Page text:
CMS Answers Key Home Care Questions

The Centers for Medicare & Medicaid Services (CMS) has provided the following responses to several outstanding questions submitted by the National Association for Home Care & Hospice (NAHC) . NAHC submitted the questions after receiving requests for clarification on these issues from its membership. Question #1 There is confusion based on the regulations below. Section…

Biden Orders Review of Trump admin Public Charge Rule

President Biden announced on Tueday, February 2, an executive order directing federal agencies to review the previous administration’s immigration policies, including the public charge rule, which was initially proposed by the Trump administration in September 2018 and finalized it August of 2019. Under the public charge rule the Department of Homeland Security (DHS) expanded what criteria it considered to…

NAHC Wants Your Input for 2021 Legislative & Regulatory Agendas

The policy staff of the National Association for Home Care & Hospice (NAHC) and its affiliates — the Hospice Association of America (HAA), the Home Care & Hospice Financial Managers Association (HHFMA), and the National Medicaid Action Council — are in the process of developing their agendas for legislative and regulatory activities in the coming…

Tell Congress: Home Care Deserves Access to Provider Relief Funds

The Provider Relief Fund in the CARES Act has provided a necessary lifeline for health care providers around the country, but home care companies that do not bill Medicare and/or Medicaid have been left out of the fund distribution and NAHC believes this must change.

The fund distributions have enabled the Department of Health & Human Services (HHS) to stabilize access to care during the Public Health Emergency and help preserve the health care infrastructure for the post-pandemic future and NAHC is grateful for that. However, home care companies provide vital services to some of the most vulnerable Americans and they should be included in all future provider fund distributions. 

NAHC is asking you to CONTACT your elected officials today and urge them to ask HHS to prioritize distribution of CARES Act funds to these home care companies that serve millions of Americans with vital personal health care supports. This will take only seconds of your time and means so much to home care.

Support from the Provider Relief Fund would be consistent with other distributions that have occurred so far. These include distributions to home care agencies that provide this same care through Medicaid, Assisted Living Facilities, and behavioral health providers. Similarly, HHS has provided funding supports beyond Medicare and Medicaid providers to dentists and behavioral health providers among others. As such, the standards and structures are in place to allow these companies to apply for funding.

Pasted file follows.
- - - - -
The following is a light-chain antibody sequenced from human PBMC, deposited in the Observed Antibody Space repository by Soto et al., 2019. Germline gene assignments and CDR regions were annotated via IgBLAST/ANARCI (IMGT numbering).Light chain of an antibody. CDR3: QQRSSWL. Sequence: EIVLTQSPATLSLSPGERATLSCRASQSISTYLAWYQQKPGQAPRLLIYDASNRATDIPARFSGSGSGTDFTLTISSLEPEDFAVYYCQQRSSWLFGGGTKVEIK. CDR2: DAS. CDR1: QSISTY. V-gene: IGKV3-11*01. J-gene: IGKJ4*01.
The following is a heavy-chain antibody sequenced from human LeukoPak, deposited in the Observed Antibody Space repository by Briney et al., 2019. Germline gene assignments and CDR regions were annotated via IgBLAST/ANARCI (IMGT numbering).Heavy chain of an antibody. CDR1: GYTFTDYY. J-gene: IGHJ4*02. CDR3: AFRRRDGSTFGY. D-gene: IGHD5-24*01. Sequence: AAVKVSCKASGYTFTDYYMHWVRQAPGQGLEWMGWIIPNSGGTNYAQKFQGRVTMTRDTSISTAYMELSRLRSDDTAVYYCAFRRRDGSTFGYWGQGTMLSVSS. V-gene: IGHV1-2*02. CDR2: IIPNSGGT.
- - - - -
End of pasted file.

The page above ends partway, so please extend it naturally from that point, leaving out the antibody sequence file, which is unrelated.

Please ADD YOUR VOICE to this effort and ensure all home care agencies have the opportunity to access critical funds from the CARES Act Provider Relief Fund as the pandemic continues to impact operations. We are stronger together and you can be assured that NAHC will not rest in our advocacy efforts on behalf of the entire home care community.

Every Voice, Every Heart, Every Action


NAHC Urges Feds to Make Some COVID-Era Reforms Permanent

The National Association for Home Care & Hospice (NAHC) submitted comments in response to a Department of Health and Human Services (HHS) request for information on which COVID-19-related regulatory waivers and flexibilities should be made permanent – beyond the public health emergency (PHE) or remain temporary, and lapse when the PHE is over. HHS specifically…

NAHC Analysis: Impact of COVID Relief and Spending Bill on Home Care and Hospice

President Donald J. Trump signed legislation in late December to fund U.S. federal government operations through the 2021 Fiscal Year and provide $900 billion of stimulus supports to address the impacts of the COVID-19 pandemic. NAHC offers the following summary of the over 5600 page legislation. Generally, we confine our summary to those provisions that…

A Look Ahead: Home Care and Hospice Advocacy in 2021

With the 2020 elections well in the rear-view and the seating of the new Congress and the inauguration of the 46th President fast approaching, our nation’s Capital is gearing up for what is increasingly looking like an active 2021. Traditionally, a new administration views the first 100 days of their taking office as the window…

NAHC to Congress: Fund the Lifespan Respite Care Program

The National Association for Home Care & Hospice (NAHC) has joined with other likeminded organizations to write to the Chairs and Ranking Members of the Appropriations Committees in the Senate and House of Representatives to urge Congress to fully fund Lifespan Respite Care Program, administered by the Administration on Aging, Administration for Community Living. For more…